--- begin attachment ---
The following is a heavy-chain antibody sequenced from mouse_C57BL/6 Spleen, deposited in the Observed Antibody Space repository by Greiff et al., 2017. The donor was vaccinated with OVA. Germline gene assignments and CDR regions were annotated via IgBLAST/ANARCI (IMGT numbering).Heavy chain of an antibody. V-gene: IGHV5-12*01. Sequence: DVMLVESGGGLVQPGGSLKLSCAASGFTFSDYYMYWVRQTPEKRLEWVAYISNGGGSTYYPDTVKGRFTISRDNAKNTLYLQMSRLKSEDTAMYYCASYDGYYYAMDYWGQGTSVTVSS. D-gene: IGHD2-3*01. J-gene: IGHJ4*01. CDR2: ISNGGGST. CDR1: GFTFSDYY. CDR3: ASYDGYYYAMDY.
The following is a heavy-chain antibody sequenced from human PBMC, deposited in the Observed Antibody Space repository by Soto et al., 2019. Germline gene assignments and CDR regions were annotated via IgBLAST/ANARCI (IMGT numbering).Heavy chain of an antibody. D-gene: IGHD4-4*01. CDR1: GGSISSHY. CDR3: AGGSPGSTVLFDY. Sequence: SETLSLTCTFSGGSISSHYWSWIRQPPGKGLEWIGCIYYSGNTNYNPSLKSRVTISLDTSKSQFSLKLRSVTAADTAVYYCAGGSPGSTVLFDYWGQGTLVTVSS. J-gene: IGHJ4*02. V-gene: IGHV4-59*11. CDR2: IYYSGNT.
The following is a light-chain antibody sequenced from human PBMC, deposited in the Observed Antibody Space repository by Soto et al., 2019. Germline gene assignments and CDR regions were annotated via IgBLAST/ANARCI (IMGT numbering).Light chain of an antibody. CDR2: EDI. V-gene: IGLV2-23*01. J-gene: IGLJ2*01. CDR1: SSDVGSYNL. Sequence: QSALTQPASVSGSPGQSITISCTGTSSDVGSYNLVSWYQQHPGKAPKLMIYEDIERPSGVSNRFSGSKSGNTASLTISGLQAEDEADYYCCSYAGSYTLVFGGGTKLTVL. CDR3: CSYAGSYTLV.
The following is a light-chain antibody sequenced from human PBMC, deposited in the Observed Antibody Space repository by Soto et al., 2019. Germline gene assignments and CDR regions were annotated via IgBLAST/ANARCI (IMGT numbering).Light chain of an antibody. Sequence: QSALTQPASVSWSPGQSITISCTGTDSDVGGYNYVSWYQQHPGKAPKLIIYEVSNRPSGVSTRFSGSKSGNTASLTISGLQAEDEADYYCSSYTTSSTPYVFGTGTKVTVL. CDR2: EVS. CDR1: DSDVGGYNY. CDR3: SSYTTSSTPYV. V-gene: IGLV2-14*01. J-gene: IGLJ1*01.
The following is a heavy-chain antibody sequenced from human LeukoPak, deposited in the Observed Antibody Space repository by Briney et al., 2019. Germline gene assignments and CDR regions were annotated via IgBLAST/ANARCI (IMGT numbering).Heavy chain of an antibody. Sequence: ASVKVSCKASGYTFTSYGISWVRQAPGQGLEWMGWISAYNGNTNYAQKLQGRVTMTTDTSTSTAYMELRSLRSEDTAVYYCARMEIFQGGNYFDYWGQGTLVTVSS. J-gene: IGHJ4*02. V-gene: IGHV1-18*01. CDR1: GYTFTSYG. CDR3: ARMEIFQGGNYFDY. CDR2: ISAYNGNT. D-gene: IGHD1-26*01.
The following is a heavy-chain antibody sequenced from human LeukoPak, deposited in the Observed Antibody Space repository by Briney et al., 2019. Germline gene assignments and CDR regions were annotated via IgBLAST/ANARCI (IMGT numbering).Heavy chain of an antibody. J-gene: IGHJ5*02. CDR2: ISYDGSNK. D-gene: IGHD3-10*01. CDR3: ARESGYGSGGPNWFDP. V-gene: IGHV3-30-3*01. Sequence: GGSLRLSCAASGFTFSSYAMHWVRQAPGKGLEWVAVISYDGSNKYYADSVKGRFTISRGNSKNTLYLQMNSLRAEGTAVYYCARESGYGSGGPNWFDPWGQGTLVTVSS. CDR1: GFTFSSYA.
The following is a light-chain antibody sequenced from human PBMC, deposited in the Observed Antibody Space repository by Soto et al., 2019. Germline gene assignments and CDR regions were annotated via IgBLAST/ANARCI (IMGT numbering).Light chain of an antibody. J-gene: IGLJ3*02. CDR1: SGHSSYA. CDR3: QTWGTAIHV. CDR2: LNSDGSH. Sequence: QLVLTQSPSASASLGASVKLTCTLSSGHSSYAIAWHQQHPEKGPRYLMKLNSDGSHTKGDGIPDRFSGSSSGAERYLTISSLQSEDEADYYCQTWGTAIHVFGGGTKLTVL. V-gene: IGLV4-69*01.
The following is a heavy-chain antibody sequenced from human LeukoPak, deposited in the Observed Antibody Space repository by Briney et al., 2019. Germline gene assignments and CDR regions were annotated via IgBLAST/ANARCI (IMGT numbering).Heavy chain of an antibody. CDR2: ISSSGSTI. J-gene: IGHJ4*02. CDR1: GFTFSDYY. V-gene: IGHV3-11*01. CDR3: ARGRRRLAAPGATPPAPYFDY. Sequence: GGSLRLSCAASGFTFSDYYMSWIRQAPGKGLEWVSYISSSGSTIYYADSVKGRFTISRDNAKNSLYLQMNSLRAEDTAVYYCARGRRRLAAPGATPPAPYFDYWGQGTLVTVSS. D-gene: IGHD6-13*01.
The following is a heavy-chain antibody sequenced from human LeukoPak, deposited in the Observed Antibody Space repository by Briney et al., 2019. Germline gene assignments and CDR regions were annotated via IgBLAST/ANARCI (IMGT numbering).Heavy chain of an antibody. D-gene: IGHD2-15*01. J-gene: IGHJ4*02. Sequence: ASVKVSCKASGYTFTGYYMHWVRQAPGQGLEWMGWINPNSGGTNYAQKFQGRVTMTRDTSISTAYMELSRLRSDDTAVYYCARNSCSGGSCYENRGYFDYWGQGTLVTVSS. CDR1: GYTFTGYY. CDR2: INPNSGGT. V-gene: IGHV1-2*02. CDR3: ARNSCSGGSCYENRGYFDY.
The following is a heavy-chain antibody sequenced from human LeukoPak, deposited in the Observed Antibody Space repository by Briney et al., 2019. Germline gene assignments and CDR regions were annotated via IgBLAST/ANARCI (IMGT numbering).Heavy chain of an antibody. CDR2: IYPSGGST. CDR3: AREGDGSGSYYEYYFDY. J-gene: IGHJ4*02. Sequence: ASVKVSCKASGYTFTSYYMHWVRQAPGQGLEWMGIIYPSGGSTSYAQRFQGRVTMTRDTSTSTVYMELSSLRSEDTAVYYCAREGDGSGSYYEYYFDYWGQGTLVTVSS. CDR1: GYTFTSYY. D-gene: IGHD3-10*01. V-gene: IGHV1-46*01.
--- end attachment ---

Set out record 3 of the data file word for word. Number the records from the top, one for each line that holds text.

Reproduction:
The following is a light-chain antibody sequenced from human PBMC, deposited in the Observed Antibody Space repository by Soto et al., 2019. Germline gene assignments and CDR regions were annotated via IgBLAST/ANARCI (IMGT numbering).Light chain of an antibody. CDR2: EDI. V-gene: IGLV2-23*01. J-gene: IGLJ2*01. CDR1: SSDVGSYNL. Sequence: QSALTQPASVSGSPGQSITISCTGTSSDVGSYNLVSWYQQHPGKAPKLMIYEDIERPSGVSNRFSGSKSGNTASLTISGLQAEDEADYYCCSYAGSYTLVFGGGTKLTVL. CDR3: CSYAGSYTLV.